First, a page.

Indulging the Quality Conscious(™)
By now, I’m sure you realize Sedona Dentist Chris Marsh’s approach is very different from what you’ve experienced in the past. If you bring your x-ray with you, we’d be glad to offer you a second opinion dentist visit based on our conservative, evidence based, minimally invasive approach. We’ll discuss the difference between elective and necessary treatment choices. We always try to preserve natural tooth structure where possible.
We are happy to provide a second opinion for those who have questions about a proposed treatment plan.
Sedona dentist Chris Marsh will provide a personal consultation, thorough exam, and a discussion or written report of any differences so you understand the treatment options and fees.
Arizona Dental Expert Chris Marsh DMD has experience in evaluating dental trauma claims arising from motor vehicle accidents, claims of a foreign object in restaurant food breaking a tooth and on the job injuries. False and exaggerated dental trauma claims are reviewed for insurance carriers and insurance adjusters. Dental bill reviews, dental cost estimates, and dental record analysis services are available. Strategies for Obtaining a Second Opinion Dentist Visit
The dental office is always a nerve-racking place. We go because we want to stay healthy and keep our teeth. It is less nerve racking when you have a good relationship with your doctor and office staff. But what do you do if that relationship and history isn’t there? Do you go forward with proposed treatment on good faith? Are your nerves and gut telling you otherwise?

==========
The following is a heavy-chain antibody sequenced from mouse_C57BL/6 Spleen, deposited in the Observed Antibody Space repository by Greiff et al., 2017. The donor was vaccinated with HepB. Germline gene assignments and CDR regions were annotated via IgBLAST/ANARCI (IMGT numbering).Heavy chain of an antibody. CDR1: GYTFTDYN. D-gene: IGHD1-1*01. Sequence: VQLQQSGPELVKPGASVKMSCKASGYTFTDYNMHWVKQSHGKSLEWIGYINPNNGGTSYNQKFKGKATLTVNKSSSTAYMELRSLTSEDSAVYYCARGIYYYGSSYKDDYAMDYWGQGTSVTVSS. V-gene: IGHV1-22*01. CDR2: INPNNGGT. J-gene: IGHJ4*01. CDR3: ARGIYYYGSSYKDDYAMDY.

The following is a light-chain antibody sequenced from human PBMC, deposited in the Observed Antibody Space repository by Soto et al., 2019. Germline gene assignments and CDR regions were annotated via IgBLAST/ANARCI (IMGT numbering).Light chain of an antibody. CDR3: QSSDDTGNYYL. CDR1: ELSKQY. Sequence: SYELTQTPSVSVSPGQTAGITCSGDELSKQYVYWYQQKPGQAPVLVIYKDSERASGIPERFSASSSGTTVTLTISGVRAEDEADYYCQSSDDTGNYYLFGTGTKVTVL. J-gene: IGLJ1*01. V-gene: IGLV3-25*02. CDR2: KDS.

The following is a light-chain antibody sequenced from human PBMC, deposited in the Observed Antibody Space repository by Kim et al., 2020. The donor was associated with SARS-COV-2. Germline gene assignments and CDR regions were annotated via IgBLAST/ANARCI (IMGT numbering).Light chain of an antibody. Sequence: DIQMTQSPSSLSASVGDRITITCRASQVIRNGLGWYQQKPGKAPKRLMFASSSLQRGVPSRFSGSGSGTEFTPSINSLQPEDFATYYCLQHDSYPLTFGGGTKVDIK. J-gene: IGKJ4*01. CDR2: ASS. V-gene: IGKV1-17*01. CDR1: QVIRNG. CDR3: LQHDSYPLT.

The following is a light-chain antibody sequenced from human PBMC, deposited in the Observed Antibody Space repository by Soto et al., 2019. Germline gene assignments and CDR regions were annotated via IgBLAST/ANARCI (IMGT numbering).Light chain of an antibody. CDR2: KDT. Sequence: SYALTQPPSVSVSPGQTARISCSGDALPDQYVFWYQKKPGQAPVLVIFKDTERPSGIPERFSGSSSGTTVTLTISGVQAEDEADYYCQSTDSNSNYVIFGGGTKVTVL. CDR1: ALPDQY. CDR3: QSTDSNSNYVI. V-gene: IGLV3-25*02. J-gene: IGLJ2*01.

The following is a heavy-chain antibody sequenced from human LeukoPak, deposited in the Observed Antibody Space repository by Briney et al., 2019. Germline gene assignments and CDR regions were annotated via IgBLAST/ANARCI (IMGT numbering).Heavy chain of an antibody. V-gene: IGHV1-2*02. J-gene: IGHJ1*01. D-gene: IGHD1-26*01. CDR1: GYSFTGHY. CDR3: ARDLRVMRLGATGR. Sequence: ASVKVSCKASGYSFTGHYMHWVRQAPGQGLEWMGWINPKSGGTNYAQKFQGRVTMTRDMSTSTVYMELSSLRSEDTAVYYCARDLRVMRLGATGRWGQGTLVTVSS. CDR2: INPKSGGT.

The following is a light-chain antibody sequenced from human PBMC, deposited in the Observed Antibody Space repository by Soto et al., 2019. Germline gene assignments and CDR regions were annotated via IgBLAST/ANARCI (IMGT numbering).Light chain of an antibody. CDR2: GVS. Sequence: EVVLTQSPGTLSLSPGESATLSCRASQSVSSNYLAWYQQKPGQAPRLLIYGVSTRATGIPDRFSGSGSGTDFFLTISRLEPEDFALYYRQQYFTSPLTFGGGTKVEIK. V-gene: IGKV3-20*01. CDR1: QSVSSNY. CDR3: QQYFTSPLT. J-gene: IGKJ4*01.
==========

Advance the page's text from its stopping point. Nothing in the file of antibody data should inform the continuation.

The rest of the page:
If communicating with the dentist has not settled your concerns, here are some suggestions for obtaining a second opinion. Put those thoughts of anxiety to rest.
First off be open with the dental practitioner, let them know you are going to obtain a second opinion. This is your prerogative as a patient, and the office will respect your concerns. You may end up coming back.
If this is your first time or the fifth time at the office, if recent x-rays have been taken, request a copy to take with you. A copy of your treatment plan is also helpful.
If you are uncomfortable asking for a copy of your x-rays or you have to leave in a hurry, take a business card so that the next office may do the requesting for you. A state privacy law requires that you sign for the release of your x-rays and dental records.
The American Dental Association Principles of Ethics and Code of Professional Conduct state, “A dentist has the ethical obligation on request of either the patient or the patient’s new dentist to furnish, either gratuitously or for nominal cost, such dental records or copies or summaries of them, including dental X-rays or copies of them, as will be beneficial for the future treatment of that patient. This obligation exists whether or not the patient’s account is paid in full.”